Throughout spring practices and blue-white game, Duke football is all-in on Diaz's commitment to excellence

Manny Diaz coaches during Saturday's spring game.
Manny Diaz coaches during Saturday's spring game.

If Manny Diaz’s coaching philosophy could be summed up in one word, it would be “excellence.”

The new Duke head coach has spoken time and again about the pursuit of excellence in all areas since taking the helm in December. On defense, that means attacking at all three levels and forcing opponents into mistakes. Offensively, it means razor-sharp execution for all four quarters.

“To excel that one thing is to excel at all things. And if we can be elite at anything, we should be elite at everything,” Diaz said at his introductory press conference Dec. 9.

While the Blue Devils’ spring game was by no means perfect, flashes of Diaz’s plan for the future shone through. Established talents like junior cornerback Chandler Rivers and senior wideout Jordan Moore clearly stood out among their peers, and newcomers such as redshirt sophomore quarterback Maalik Murphy and freshman corner Vontae Floyd provided an insight into possible future starpower.

But most importantly, players seemed to buy into Diaz’s vision.

“I’ve got a lot of work to do,” Murphy, who transferred to Duke from Texas, said of his outing. “I feel like my teammates will honestly vouch for that. They know how bad I want to win. At the end of the day, we're all competitors, and we want the best for the team. So I know I gotta get better, because I'm not perfect.”

While Murphy’s performance was not ideal — he missed two open targets in the end zone — he did not turn the ball over and made a number of high-level throws. A highlight of Saturday’s game was a near-perfect toss from Murphy to Moore, who hauled in the touchdown with Rivers draped on his back. 

The new signal caller showed all of the traits one may expect from a transfer quarterback learning a new system, as well as the arm strength of a former four-star recruit. So, his focus on improvement is a welcome sign for one of the top-ranked players to ever play in Durham.

The continuous-growth mindset extends far past Murphy, though, as every member of the Blue Devils’ roster learns from their first workout. Strength coach David Feeley, a key reason Diaz came to Duke, implements a grueling workout plan that forces his players to improve each and every day. 

This is especially crucial during the offseason, as weight room goals can serve as motivators in place of in-game rewards. Moreover, the work helps build the mental skills necessary to learn when players finally step on the football field — especially under Diaz’s mandate of excellence.

“It's weird, in a way, sometimes you're hunting failure,” Diaz said after one of the team’s spring practices. “You want to know where you're not complete, you want to know what you don't know, you want to know why you're not succeeding in these situations so that you can learn how to correct it the next time.”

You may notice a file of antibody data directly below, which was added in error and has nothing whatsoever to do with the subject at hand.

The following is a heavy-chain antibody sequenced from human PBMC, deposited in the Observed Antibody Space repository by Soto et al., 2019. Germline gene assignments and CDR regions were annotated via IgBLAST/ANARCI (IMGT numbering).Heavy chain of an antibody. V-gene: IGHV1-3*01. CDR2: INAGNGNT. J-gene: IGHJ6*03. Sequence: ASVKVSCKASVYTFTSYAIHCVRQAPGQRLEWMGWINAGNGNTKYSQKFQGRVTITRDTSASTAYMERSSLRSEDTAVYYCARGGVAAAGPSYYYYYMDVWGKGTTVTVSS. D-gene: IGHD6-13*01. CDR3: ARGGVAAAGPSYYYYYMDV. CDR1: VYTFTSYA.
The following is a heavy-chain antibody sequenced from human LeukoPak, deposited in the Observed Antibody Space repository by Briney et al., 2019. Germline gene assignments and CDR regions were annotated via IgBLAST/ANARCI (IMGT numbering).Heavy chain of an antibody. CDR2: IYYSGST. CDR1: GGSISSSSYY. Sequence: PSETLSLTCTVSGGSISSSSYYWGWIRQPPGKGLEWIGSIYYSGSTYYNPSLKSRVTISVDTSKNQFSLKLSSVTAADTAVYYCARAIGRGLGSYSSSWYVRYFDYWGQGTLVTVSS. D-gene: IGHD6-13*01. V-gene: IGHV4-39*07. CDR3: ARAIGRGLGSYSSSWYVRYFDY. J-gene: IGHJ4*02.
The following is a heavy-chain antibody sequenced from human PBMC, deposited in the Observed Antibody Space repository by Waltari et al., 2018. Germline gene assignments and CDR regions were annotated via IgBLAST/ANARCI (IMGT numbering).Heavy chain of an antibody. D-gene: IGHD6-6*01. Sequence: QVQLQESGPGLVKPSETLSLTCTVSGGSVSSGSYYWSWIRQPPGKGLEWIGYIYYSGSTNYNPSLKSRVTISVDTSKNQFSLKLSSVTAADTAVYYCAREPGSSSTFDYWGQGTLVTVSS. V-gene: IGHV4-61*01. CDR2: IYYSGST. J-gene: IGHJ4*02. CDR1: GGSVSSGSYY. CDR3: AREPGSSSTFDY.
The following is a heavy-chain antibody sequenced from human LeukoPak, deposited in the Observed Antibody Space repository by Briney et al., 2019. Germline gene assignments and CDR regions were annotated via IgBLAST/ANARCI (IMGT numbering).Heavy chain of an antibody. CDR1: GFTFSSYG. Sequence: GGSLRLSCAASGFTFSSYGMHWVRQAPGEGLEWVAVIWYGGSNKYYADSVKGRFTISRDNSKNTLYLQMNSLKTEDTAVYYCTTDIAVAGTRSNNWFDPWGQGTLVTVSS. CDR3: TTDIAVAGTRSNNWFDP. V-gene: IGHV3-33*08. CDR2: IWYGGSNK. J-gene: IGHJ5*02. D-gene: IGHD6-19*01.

While it may seem like hunting failure would lead to an intensity that takes away from the enjoyment of practices, the opposite appears to be true. The team’s chemistry was particularly evident in the one-on-one portion of the spring game, where offensive and defensive players competed against each other with the rest of the roster there to celebrate the winner.

Despite some less-than-ideal conditions — the offensive line had just five players dress for the spring game — the team has gushed about the new coaching staff and the spring season. Diaz even brought in an ice cream truck for the players after one spring practice as a reward for meeting a goal for the first time.

“Honestly, this spring has been fun. I feel like I’m just going out [and] playing football like a little kid again, like playing in the backyard just having fun with your teammates, your brothers,” Rivers said after a spring practice. “We've been learning a lot, paying attention to details day in and day out.”

“[Diaz] said this to me when we first met: Sometimes players have a hard time letting themselves go and just [having] fun — get vertical, make those edges and set hard edges to go and make plays,” redshirt sophomore defensive end Wesley Williams said after the spring game. “It's been difficult, but it's been really fun. And once I adapted, like the rest of the defense has, it's been a lot of players making plays.”

A trademark of last year’s success was the Blue Devils’ ability to wear down their opponents. The offense relied foremost on its run game to establish time of possession and field position, and a bend-don’t-break defense often forced opponent’s drives to stall out just before the end zone. 

This year, Diaz wants Duke to be the aggressor. Disruptive plays on both sides of the ball can put opponents on their heels and allow the Blue Devils to take control. That kind of dominance takes complete excellence — Diaz says that even doing something 75% right is “really, really bad” — and it requires players to feel fully comfortable in their role.

That does not happen overnight, especially under a new head coach. Through the spring, Duke has started on Diaz’s path to excellence, and it will continue over the summer. Only time will tell where the Blue Devils stand when the season begins in August.

Dom Fenoglio | Sports Managing Editor

Dom Fenoglio is a Trinity sophomore and a sports managing editor of The Chronicle's 120th volume.


Share and discuss “Throughout spring practices and blue-white game, Duke football is all-in on Diaz's commitment to excellence” on social media.